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What is Thai Tea?

Some varieties of Thai tea are served hot as a breakfast beverage.
Thai tea is a sweetened iced tea.
Thai tea usually contains powder made from star anise.
Milk may be added to Thai tea.
There are many variations of Thai tea.
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  • Written By: Michael Pollick
  • Edited By: Bronwyn Harris
  • Last Modified Date: 26 November 2014
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One popular beverage served in Thai restaurants is a sweetened iced tea known as Thai tea. This drink has a distinctively floral and spicy flavor, mellowed by the addition of sweetened, condensed milk. Red and yellow food color are often added to give it its unusual orange color. Traditionally, the cream is added at the last minute, only to be mixed by the recipient. Some varieties can be prepared hot, but they are meant as breakfast beverages.

The ingredients in Thai tea vary from maker to maker, but the tea's base is usually made from cut black tea leaves grown primarily in Asia. One common spice added to the strongly brewed tea is star anise powder, which provides a sweet licorice flavor. This powder may be difficult to find in Western markets, but it is usually carried by Asian importers and grocery stores. Star anise is not as bitter as other anise varieties, and also has a pleasant floral undertone.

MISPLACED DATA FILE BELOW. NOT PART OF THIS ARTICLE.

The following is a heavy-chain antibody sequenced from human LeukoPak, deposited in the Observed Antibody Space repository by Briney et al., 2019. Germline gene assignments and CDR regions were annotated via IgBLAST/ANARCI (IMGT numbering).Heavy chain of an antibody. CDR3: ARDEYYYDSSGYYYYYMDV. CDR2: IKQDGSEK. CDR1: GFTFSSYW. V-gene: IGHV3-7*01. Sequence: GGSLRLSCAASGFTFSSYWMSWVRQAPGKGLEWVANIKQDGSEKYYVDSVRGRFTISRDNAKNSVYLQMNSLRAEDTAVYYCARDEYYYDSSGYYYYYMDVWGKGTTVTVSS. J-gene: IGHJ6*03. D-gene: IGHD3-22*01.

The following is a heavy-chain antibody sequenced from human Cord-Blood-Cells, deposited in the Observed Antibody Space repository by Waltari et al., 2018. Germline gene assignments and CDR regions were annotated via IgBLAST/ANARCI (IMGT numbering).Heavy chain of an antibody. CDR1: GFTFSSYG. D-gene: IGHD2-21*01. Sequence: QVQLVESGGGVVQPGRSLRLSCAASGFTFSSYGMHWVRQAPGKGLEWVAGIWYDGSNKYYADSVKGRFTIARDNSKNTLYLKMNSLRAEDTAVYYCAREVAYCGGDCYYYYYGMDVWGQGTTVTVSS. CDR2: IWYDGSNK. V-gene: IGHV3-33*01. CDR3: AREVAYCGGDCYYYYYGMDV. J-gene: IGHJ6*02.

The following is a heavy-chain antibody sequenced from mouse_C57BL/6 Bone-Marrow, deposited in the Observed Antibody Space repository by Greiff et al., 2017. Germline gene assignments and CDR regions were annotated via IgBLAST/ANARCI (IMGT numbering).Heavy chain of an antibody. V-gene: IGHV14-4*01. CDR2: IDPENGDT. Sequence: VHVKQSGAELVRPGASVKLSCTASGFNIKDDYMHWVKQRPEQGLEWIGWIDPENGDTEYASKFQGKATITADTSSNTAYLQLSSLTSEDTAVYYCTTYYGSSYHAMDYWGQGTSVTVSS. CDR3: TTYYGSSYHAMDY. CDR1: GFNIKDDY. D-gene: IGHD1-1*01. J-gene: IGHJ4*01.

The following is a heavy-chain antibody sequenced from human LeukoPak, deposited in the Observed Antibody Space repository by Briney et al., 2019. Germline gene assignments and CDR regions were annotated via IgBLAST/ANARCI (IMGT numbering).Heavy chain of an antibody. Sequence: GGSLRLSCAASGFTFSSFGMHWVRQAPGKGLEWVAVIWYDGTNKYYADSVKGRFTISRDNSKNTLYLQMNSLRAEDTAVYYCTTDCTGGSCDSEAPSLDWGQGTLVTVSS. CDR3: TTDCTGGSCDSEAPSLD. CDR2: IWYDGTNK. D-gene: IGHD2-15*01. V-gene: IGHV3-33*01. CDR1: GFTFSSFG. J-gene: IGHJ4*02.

Some Thai tea recipes call for tamarind, while others use orange blossoms to provide a citrusy, floral flavor. Many commercially produced beverages feature graphics of orange blossoms on their containers. The additional red and yellow food coloring also helps to suggest the unusual blend of citrus and floral flavors.

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Thai tea is almost always served pre-sweetened with sugar. The added cream suggests a snow-covered mountain when served, then the entire beverage takes on an orange or red hue as it is mixed by the customer. The sweetness and creaminess helps to balance out the spiciness of many Thai sauces and entrees.

There are instant versions of Thai tea available for home preparation, along with canned versions of the finished product. Recipes can also be found online and in many Asian-oriented cookbooks.

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Discuss this Article

anon948776
Post 13

It is Cha (second tone) in Chinese not Chia.

fify
Post 12

Is it customary to have Thai tea alongside a particular food? Or is it to be had after meals?

SteamLouis
Post 11

I didn't know thai tea has anise. But I've never really tasted any anise while drinking it. I guess they put very little.

I'm disappointed to know that the orange color comes from food coloring however. What did people do before food coloring was available?

donasmrs
Post 10

I've tried Thai tea concentrate that they sell in the store but I didn't like it. It just doesn't taste the same as fresh Thai tea and those concentrates are so expensive!

Thai tea at restaurants aren't cheap either, but at least it tastes authentic.

I've heard that there is also Thai tea powder available at some Asian grocery stores. Has anyone tried it?

turquoise
Post 9